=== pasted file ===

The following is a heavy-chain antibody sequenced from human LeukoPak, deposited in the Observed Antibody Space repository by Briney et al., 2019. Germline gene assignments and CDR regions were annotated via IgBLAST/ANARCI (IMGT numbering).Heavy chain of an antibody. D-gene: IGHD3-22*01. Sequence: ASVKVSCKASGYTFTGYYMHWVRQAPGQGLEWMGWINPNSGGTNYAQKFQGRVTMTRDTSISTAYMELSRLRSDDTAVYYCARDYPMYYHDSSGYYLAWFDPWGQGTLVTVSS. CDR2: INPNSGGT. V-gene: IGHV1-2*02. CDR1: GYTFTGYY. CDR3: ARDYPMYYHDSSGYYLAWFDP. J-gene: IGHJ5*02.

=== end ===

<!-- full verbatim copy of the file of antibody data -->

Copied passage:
The following is a heavy-chain antibody sequenced from human LeukoPak, deposited in the Observed Antibody Space repository by Briney et al., 2019. Germline gene assignments and CDR regions were annotated via IgBLAST/ANARCI (IMGT numbering).Heavy chain of an antibody. D-gene: IGHD3-22*01. Sequence: ASVKVSCKASGYTFTGYYMHWVRQAPGQGLEWMGWINPNSGGTNYAQKFQGRVTMTRDTSISTAYMELSRLRSDDTAVYYCARDYPMYYHDSSGYYLAWFDPWGQGTLVTVSS. CDR2: INPNSGGT. V-gene: IGHV1-2*02. CDR1: GYTFTGYY. CDR3: ARDYPMYYHDSSGYYLAWFDP. J-gene: IGHJ5*02.